'The Problem With Apu': TV Review
Hari Kondabolu and truTV's documentary will make you think twice about your feelings for Apu Nahasapeemapetilon.
For 624 episodes and counting, I've been a devoted viewer of The Simpsons. I've seen every episode, most multiple times, and I bristle whenever somebody negates the quality of the recent seasons just because the quality of the first 10 or 15 seasons was so high. And if you asked me if the character of Kwik-E-Mart owner Apu Nahasapeemapetilon, voiced by Hank Azaria, was a caricature with severely retrograde elements, my answer would probably have been something along the lines of "Yes, but…," bringing up certain elements of layering and evolution that the character has experienced over the years.
If nothing else, truTV's new documentary The Problem With Apu, written by and starring comic Hari Kondabolu, has probably quashed any desire to bring up caveats in my hypothetical response. A brisk discourse on hegemony and representational inequality, the doc lays out its thesis against the character's acceptability in 2017 (to say nothing of 1989) with such clarity, it's hard to imagine it generating an adversarial response more cogent than that hoary classic "It's a joke, stop taking it so seriously," which is no response at all.
The problem with The Problem With Apu is that, at 49 minutes, it's half a film. Directed by Michael Melamedoff, the doc makes its primary case, has a couple of talking heads including Kondabolu admit they aren't sure what can or should be done, and ends abruptly and frustratingly.
That case can be summed up simply: Although representation of South Asian actors and characters has increased and improved on television and in movies in recent years, it's still relatively minuscule, and when The Simpsons premiered, South Asian characters were basically nonexistent. So for the one prominent South Asian character on TV to be a frequently deceitful convenience store proprietor with a cartoonish Indian accent voiced by a white guy? That's bad. It's bad for a generation of South Asian children growing up and seeing only that one representation of their culture and having fellow kids judge them based upon it. It's bad for the older generation that had their immigrant experience represented in only this one way on TV for millions or maybe even billions of viewers. It's just bad.
Kondabolu, who started his war with Apu in a segment on W. Kamau Bell's FX talk show in 2012, conducts a wide range of interviews, including man-on-the-street segments, a sit-down with his parents and even a chat with former Surgeon General Vivek Murthy. John Ortved offers The Simpsons history and film critic John Powers explains why Apu is such a disappointment in the face of the Satyajit Ray trilogy that gave him his name.
Mostly, and best of all, Kondabolu sits down with an impressive assortment of his peers, ranging from decorated trailblazers like Aziz Ansari and Kal Penn, longtime standup veterans like Russell Peters and Aasif Mandavi and a room of up-and-comers like Hasan Minhaj and Aparna Nancherla. There's no unified single response. Because of Apu, Penn hates The Simpsons, though he gives a pragmatic explanation for how he came to co-star in Van Wilder as a character named Taj Mahal. Utkarsh Ambudkar offers a unique perspective from his own experience voicing Apu's wholly assimilated nephew and the regret he and Kondabolu share about an alternate take Ambudkar gave in the recording booth is perhaps the doc's best moment.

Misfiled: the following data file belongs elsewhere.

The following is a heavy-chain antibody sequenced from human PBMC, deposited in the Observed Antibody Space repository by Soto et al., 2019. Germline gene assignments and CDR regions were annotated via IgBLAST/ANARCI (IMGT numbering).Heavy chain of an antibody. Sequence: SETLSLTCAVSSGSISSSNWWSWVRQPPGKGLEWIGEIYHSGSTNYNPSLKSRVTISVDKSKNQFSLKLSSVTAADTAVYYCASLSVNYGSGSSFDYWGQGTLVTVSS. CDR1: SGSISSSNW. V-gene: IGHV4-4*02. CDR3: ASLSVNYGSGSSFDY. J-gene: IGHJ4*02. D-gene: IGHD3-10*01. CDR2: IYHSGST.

It's finally so simple and incontestable a main point that I wanted to hear anybody try to contest it, to try to defend a character who has outlived whatever limited window of acceptability he might have had.
The quest to land an interview with Azaria lasts the entire documentary, and you can sense nearly everybody holding back from a full-on condemnation of the Brockmire star, though there's little doubt that Melamedoff and Kondabolu aren't just viewing Azaria as a paycheck-collecting innocent bystander.
Of all of the writers in the history of The Simpsons, the only one who appears in a new interview — several are heard through secondary podcasts or DVD commentaries — is Dana Gould, and not to take anything away from him and his ample contributions to The Simpsons, but his capacity on the show came so far after Apu's initial conception and development that there's little of substance he can say. Gould offers predictable comedy liberal arguments about how you have to be able to joke about anything and how archetypes are how you write 22 episodes of a show per year, but Kondabolu's eviscerations of those protestations are nearly effortless. It's one man making a thoughtful and personal point, and another half-heartedly taking one for the team.
Not all documentaries need to "show both sides," but it becomes disingenuous when Kondabolu declares, "I realize some of you think I'm some annoying PC social-justice warrior" and then calculatedly skips those voices, and disappointing when Kondabolu and friends wonder what can be done about Apu now and there's nobody around to make it into a real conversation.
Still, there's great virtue in getting that conversation started and, in under an hour, The Problem With Apu does that well.
Premieres: Sunday, 10 p.m. ET/PT (TruTV)